This is a guest post by Kenosha criminal defense attorney Michael Cicchini
In a recent article in the Guardian, an author named Michael Harriot criticized the Kyle Rittenhouse trial, including the jury’s verdict and Wisconsin’s law of self-defense. I believe his claims are rooted in common errors of fact and law.
When reading Harriot’s article, I got the same feeling I often get during the prosecutor’s closing argument in a criminal trial. Whether I’m responding to this talented writer in print or to a rhetorically skilled prosecutor in the courtroom, their claims feel “very much like landmines: they are easy to lay, but difficult and time-consuming to clean up.” Therefore, to keep this article from becoming book-length, I’ll address in detail only two of Harriot’s criticisms.
The alleged “fear of black people”
Harriot claims that Rittenhouse was acquitted, at least in part, because “white people find black protesters scary.” He similarly alleges: “[O]ne of the scariest, most dangerous situations those white jurors could imagine [is] a BLM protest.” And, in his most extreme race-based claim: “The Rittenhouse verdict is proof that it is reasonable to believe that the fear of Black people can absolve a white person of any crime.”
No, the jury’s verdict is not “proof” of any such thing. But to begin, in fairness to Harriot, he does mention in his article that the three people Rittenhouse shot, two of whom died, were white. This is better than other critics, many of whom completely ignore that fact or even falsely state that the decedents were black. Nonetheless, Harriot’s attempt to tie a white person’s shooting of three white men to race doesn’t withstand scrutiny. Rittenhouse’s actions and the jury’s verdicts had nothing to do with “fear of [b]lack people” or even of “BLM protest[ers].”
First, by the time of the shootings, legitimate BLM protests had been replaced by acts of arson, mayhem, and general lawlessness. The first person Rittenhouse shot—a white man named Rosenbaum—had threatened to kill him, chased him, and tried to take his gun. And before Rosenbaum even decided to attack Rittenhouse, he was caught on film repeatedly yelling the n-word. In short, Rosenbaum was not black, nor was he a BLM protester.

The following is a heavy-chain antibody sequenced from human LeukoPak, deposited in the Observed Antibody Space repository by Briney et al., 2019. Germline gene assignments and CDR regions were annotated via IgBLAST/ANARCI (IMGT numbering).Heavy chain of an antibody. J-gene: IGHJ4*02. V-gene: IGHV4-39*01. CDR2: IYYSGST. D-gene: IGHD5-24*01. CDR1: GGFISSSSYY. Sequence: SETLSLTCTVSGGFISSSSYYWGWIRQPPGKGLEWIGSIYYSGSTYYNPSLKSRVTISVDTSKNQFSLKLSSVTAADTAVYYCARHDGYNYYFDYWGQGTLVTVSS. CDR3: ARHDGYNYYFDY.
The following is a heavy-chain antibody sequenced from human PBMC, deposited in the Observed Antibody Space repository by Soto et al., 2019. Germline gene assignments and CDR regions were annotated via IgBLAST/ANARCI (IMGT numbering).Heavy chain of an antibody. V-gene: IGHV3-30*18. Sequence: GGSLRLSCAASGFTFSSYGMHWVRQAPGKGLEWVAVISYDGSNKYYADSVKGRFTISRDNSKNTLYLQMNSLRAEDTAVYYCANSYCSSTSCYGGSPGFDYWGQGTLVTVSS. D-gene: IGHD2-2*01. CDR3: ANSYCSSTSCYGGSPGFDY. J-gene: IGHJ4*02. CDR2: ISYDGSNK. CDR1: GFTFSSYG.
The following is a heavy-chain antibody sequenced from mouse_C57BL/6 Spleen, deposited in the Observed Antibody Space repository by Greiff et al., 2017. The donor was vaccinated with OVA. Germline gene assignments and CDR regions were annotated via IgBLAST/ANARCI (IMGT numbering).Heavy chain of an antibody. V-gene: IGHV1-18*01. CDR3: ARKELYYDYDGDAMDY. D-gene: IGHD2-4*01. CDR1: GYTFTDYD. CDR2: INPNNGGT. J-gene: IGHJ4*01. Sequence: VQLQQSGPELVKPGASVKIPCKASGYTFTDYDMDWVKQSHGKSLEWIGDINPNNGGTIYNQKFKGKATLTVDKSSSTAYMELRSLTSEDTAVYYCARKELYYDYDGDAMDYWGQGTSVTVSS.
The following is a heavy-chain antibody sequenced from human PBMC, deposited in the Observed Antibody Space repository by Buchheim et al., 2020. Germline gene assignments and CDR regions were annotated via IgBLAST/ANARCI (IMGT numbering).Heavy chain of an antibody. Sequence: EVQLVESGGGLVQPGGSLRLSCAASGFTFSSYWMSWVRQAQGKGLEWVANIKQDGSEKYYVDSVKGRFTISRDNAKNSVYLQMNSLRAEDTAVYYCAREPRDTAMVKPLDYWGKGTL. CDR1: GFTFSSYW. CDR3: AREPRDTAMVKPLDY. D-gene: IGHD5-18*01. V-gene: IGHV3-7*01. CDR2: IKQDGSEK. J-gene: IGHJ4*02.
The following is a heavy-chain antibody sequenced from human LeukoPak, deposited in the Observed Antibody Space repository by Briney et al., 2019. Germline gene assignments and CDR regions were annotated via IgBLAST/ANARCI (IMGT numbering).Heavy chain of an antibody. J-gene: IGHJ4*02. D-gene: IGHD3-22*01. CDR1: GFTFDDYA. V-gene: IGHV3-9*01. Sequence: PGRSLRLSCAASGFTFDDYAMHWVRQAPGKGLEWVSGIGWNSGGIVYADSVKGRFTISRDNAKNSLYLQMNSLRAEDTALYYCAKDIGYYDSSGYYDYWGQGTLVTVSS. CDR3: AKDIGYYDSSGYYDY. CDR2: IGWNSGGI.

Second, the two white men that Rittenhouse subsequently shot went even further than Rosenbaum did. One pulled a gun and pointed it at Rittenhouse. The other struck Rittenhouse in the head with a skateboard and then grabbed his rifle. In an example of extreme spin-doctoring, the state’s prosecutors mocked the idea of a skateboard being a dangerous weapon. However, that term is defined by how an object is used. Wisconsin prosecutors have even won convictions on dangerous weapon-related charges when a defendant uses a pillow (conviction upheld) or even his bare hands (conviction eventually reversed). A heavy object like a skateboard, when used to strike a person in the head or neck, most certainly qualifies.
The point, of course, is that Rittenhouse didn’t fear the three men because they were black (they weren’t), or because they were BLM supporters. Rittenhouse feared these three white men, and the jury found his fear reasonable, not because of who the men were, but because they were acting aggressively and violently at that time.
The alleged white supremacy of self-defense
In a related topic, misconceptions about Wisconsin’s self-defense law are staggering. Before being fired for alleged journalistic violations when defending his brother against what he believed to be false allegations, CNN personality Chris Cuomo criticized Wisconsin’s self-defense law because, he claimed, it doesn’t incorporate the reasonable person standard. Conversely, in his article in the Guardian, Harriot claims that Wisconsin’s reasonable person standard is not only racist—“[a] white person must have come up with this,” he wrote—but actually helped Rittenhouse escape conviction.
Both are wrong. As for Chris Cuomo, Wisconsin’s law already incorporates a reasonable person standard. As for Harriot’s claim, the second part of the self-defense test, the reasonable person standard, makes it more difficult for a defendant to win a self-defense trial.
First, to prevail on self-defense, the defendant must have actually, subjectively believed certain things about the danger he was in and the force that he used to protect himself, i.e., “the defendant believed . . .” Second, the defendant’s beliefs must also have been reasonable, i.e., the test is “what a person of ordinary intelligence and prudence would have believed . . .” This second part of the self-defense standard benefits the state, not the defendant.